Endotracheal Intubation in the ICU

  • S. Jaber
  • B. Jung
  • G. Chanques


Patients admitted to the intensive care unit (ICU) often have acute respiratory failure and/or cardiovascular collapse. In addition, reserves of oxygenation and organ perfusion are limited in ICU patients in contrast to non-critically ill patients. Endotracheal intubation, which is one of the most commonly performed procedures in the ICU, is associated with a high incidence of complications because of the precarious hemodynamic and respiratory status of critically ill patients [1, 2, 3]. The incidence of life-threatening complications associated with endotracheal intubation (severe hypoxemia, cardiovascular collapse, cardiac arrest, death) in ICU patients ranges from 25 to 39 % [1, 3, 4]. Severe but non life-threatening complications, including cardiac arrhythmia, difficult endotracheal intubation, esophageal and/or traumatic endotracheal intubation, aspiration, and patient agitation [1] generally occur in 10 to 30 % of endotracheal intubations [1, 3, 4].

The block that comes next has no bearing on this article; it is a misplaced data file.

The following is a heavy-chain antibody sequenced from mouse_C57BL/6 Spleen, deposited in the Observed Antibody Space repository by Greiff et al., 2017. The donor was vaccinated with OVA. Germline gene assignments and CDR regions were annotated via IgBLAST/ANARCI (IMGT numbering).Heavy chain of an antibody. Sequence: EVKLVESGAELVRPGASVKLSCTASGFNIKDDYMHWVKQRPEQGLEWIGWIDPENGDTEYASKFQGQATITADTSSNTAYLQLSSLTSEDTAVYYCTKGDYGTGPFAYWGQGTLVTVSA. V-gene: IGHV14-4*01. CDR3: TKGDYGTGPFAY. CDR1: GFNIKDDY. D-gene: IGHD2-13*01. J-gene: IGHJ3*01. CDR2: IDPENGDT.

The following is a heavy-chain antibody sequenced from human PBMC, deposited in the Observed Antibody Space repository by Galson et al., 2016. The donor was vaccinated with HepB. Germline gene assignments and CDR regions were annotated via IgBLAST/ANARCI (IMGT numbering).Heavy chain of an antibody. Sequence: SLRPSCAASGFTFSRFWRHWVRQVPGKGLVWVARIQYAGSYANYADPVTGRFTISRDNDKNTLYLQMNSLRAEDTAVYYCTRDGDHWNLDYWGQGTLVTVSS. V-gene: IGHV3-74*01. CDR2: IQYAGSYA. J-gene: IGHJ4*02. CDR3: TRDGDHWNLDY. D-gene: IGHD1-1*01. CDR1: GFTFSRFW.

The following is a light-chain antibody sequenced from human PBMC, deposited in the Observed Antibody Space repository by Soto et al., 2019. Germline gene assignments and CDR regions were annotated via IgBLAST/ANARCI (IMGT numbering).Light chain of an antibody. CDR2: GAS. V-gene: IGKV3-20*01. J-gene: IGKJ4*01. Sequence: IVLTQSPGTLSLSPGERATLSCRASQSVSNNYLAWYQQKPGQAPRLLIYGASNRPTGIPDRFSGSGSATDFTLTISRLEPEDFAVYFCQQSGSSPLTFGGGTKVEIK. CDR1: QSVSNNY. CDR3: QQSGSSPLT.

Endotracheal Intubation Airway Management Difficult Airway Difficult Intubation Cardiovascular Collapse 
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Copyright information

© Springer-Verlag Berlin Heidelberg 2009

Authors and Affiliations

  • S. Jaber
    • 1
  • B. Jung
    • 1
  • G. Chanques
    • 1
  1. 1.Intensive Care Unit, Department of AnesthesiologyCHU, Hôpital Saint EloiMontpellier Cedex 5France

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